Stephen Bingham has a talent for selling high-profile clients computer software that produces spectacularly creative results. Millions of moviegoers around the world this summer have enjoyed Bingham’s success in the hit action movie Terminator II: Judgment Day. The movie’s animators used a program developed by Bingham’s Torontobased computer software firm, Alias Research Inc., to design the evil Cyborg T1000 robot character that battles mega-star Arnold Schwarzenegger. That kind of special-effects application is what Alias’s 42-year-old president had in mind when he cofounded the company in 1983 as a television and film animation house. Then, Bingham discovered that his three-dimensional graphics programs were equally suitable for industrial design. Now, the company earns most of its revenues from sales of its realistic imaging software to multinationals such as General Motors Corp. (GM), Sony Corp. and Timex Corp. (Last year, Alias’s revenues nearly doubled to $26.2 million.) Says Bingham: “We’ve built a bridge between the hard-core engineering world and the more flamboyant creative world.”
Gold: Although Alias is young and still relatively small, the company’s rapid growth has earned widespread recognition. Since its early days in a cramped office in a former chocolate factory in downtown Toronto, Alias has expanded to occupy four floors of the building, and it now employs almost 230 people. Last October, then-federal Industry Minister Benoît Bouchard presented Alias with a gold statue for innovation at his department's awards for business excellence ceremony. And Bingham now talks boldly of transforming the company into a global giant with $1 billion in annual revenues by the end of the decade.
Bingham is an unlikely high-tech tycoon. Lacking any formal engineering or technical training, he obtained a master’s degree in Canadian studies from Ottawa’s Carleton University. He then served as director of the city’s National Film Theatre from 1980 to 1983, which allowed him to indulge his love for movies and animation.
It was a visit to Hollywood director George Lucas’s renowned Industrial Light & Magic animation studios in California that inspired Bingham to form his own animation company, Alias. He was joined by three partners—David Springer, a community college computer-
graphics instructor, and television and film producers Susan McKenna and Nigel McGrath. Unfortunately, says Bingham, they soon discovered that there was little steady demand for Alias’s specialized animation software among film and television companies.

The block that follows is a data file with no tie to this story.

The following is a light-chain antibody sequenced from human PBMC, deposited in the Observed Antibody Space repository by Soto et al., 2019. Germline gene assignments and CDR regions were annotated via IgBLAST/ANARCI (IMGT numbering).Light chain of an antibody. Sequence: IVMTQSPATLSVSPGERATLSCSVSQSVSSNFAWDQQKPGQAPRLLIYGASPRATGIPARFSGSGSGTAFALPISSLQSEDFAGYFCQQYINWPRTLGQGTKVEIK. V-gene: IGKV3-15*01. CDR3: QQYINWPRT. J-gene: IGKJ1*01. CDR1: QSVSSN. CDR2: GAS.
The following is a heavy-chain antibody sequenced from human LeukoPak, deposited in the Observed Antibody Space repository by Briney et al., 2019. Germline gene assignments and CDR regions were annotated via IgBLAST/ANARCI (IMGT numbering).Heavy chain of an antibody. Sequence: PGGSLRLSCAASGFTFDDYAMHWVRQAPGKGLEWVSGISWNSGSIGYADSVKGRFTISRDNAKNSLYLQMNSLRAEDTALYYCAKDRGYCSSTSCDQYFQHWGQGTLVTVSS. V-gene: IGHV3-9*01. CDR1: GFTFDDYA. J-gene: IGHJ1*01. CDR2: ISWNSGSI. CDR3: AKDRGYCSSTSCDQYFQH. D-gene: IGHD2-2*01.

In fact, Bingham says that he practically stumbled into what has become Alias’s largest market during a 1985 trip to Detroit to purchase computers from the firm’s U.S.-based
hardware supplier, Silicon Graphics Inc. While there, Silicon’s local representative arranged a 15-minute appointment with design engineers at GM’s technical centre. The only thing Bingham had to show them was a half-completed image of a candle that he had prepared the night before. According to Bingham, the animated image was so realistic that the eight GM designers in the room “got out of their chairs and pressed their noses to the screen.” They decided to order three Alias systems and Silicon computers at a total cost of $1 million.
At the time, GM’s designers still relied exclusively on traditional methods to develop plans for new cars—hand-drawn sketches and clay models. Now with Alias’s software, they can create photographic-quality, three-dimensional images of auto bodies or individual parts on computer screens, view their creations from any angle and under a variety of light conditions and quickly alter them. Since then, dozens of other blue-chip multinational manufacturers have bought Alias programs to design new cars, stereo systems and many other products.
A tireless promoter of his own products, Bingham says that he has learned from experience how to attract clients in an era of fierce global competition. “My advice to other Canadian companies,” he says, “is to focus on a large U.S. buyer. Then use that customer as your seal of approval.”
Scared: Despite his company’s achievements, Bingham says that he is worried that Canada is behind other countries in computer software development. One problem he cites is the reluctance of Canadian banks and investors to back software firms, which are widely perceived as risky. Declares Bingham: “We’re
getting scared out of the most lucrative business in the world.” He also accuses Ottawa of making too much effort to reduce the deficit instead of trying to help high-tech companies obtain financing for research and development. “It’s a fool’s game,” Bingham says of Ottawa’s tightfisted economic policies. “You win by focusing on making money, not just saving it.” In the movies as well as at Alias, Bingham’s approach has produced impressive results.
Alias Research Inc. HEAD OFFICE: Toronto MAJOR PRODUCT: Computer-graphics software EMPLOYEES: 230 1990 REVENUES: $26 million 1990 PROFITS: $3 million ESTABLISHED: 1983
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